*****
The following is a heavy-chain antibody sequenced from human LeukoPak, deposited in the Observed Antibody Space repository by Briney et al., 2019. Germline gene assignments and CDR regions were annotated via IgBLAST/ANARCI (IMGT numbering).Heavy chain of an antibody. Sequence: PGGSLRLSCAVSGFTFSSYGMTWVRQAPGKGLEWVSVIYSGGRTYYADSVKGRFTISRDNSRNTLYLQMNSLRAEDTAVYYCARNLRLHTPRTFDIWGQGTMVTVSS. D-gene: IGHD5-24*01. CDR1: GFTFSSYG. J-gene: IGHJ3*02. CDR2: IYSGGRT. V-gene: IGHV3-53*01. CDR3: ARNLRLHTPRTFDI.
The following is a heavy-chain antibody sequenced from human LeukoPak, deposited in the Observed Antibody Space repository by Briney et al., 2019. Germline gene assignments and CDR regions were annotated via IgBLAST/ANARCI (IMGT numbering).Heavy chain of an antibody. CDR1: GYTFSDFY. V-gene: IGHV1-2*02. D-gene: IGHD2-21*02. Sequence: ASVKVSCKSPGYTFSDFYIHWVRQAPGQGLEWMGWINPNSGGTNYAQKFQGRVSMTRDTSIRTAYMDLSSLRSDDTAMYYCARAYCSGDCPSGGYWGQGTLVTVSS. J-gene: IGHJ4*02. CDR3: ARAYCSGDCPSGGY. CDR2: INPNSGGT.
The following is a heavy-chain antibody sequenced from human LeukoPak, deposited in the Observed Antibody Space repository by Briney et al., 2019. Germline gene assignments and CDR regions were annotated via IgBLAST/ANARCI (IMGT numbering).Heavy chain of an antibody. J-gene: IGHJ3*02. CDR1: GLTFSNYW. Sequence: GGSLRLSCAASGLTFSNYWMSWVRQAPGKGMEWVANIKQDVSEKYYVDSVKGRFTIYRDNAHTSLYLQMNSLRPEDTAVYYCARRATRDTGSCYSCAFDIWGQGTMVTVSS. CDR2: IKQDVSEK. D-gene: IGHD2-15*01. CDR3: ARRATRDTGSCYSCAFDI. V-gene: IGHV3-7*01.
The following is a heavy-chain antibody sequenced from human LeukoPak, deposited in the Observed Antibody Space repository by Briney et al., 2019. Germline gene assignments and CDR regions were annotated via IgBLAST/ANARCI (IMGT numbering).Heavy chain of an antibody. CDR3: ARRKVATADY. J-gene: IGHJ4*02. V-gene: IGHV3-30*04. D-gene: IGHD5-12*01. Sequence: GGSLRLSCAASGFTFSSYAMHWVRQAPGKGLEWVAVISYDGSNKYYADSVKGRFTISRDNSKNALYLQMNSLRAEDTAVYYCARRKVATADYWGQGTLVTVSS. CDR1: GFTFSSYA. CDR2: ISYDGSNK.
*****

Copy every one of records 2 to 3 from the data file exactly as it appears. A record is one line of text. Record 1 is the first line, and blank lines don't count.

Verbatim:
The following is a heavy-chain antibody sequenced from human LeukoPak, deposited in the Observed Antibody Space repository by Briney et al., 2019. Germline gene assignments and CDR regions were annotated via IgBLAST/ANARCI (IMGT numbering).Heavy chain of an antibody. CDR1: GYTFSDFY. V-gene: IGHV1-2*02. D-gene: IGHD2-21*02. Sequence: ASVKVSCKSPGYTFSDFYIHWVRQAPGQGLEWMGWINPNSGGTNYAQKFQGRVSMTRDTSIRTAYMDLSSLRSDDTAMYYCARAYCSGDCPSGGYWGQGTLVTVSS. J-gene: IGHJ4*02. CDR3: ARAYCSGDCPSGGY. CDR2: INPNSGGT.
The following is a heavy-chain antibody sequenced from human LeukoPak, deposited in the Observed Antibody Space repository by Briney et al., 2019. Germline gene assignments and CDR regions were annotated via IgBLAST/ANARCI (IMGT numbering).Heavy chain of an antibody. J-gene: IGHJ3*02. CDR1: GLTFSNYW. Sequence: GGSLRLSCAASGLTFSNYWMSWVRQAPGKGMEWVANIKQDVSEKYYVDSVKGRFTIYRDNAHTSLYLQMNSLRPEDTAVYYCARRATRDTGSCYSCAFDIWGQGTMVTVSS. CDR2: IKQDVSEK. D-gene: IGHD2-15*01. CDR3: ARRATRDTGSCYSCAFDI. V-gene: IGHV3-7*01.